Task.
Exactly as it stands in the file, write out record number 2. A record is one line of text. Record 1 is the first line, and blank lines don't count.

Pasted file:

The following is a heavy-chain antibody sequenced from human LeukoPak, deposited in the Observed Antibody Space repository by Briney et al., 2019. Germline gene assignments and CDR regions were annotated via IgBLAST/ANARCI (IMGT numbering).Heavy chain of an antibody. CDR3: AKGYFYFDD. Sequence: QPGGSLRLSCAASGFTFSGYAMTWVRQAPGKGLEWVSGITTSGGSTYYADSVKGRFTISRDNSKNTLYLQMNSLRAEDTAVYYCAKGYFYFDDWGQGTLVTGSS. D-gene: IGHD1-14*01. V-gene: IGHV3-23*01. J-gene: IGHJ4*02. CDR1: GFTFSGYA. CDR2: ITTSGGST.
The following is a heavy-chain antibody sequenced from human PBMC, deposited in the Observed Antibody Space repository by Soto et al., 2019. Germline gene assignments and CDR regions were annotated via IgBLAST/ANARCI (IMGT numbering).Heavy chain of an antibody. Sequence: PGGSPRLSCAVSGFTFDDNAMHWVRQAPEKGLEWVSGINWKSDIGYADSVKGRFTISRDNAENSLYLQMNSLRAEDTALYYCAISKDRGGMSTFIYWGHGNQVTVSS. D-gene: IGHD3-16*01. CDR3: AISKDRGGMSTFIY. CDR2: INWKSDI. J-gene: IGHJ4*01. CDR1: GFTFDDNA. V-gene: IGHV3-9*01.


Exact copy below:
The following is a heavy-chain antibody sequenced from human PBMC, deposited in the Observed Antibody Space repository by Soto et al., 2019. Germline gene assignments and CDR regions were annotated via IgBLAST/ANARCI (IMGT numbering).Heavy chain of an antibody. Sequence: PGGSPRLSCAVSGFTFDDNAMHWVRQAPEKGLEWVSGINWKSDIGYADSVKGRFTISRDNAENSLYLQMNSLRAEDTALYYCAISKDRGGMSTFIYWGHGNQVTVSS. D-gene: IGHD3-16*01. CDR3: AISKDRGGMSTFIY. CDR2: INWKSDI. J-gene: IGHJ4*01. CDR1: GFTFDDNA. V-gene: IGHV3-9*01.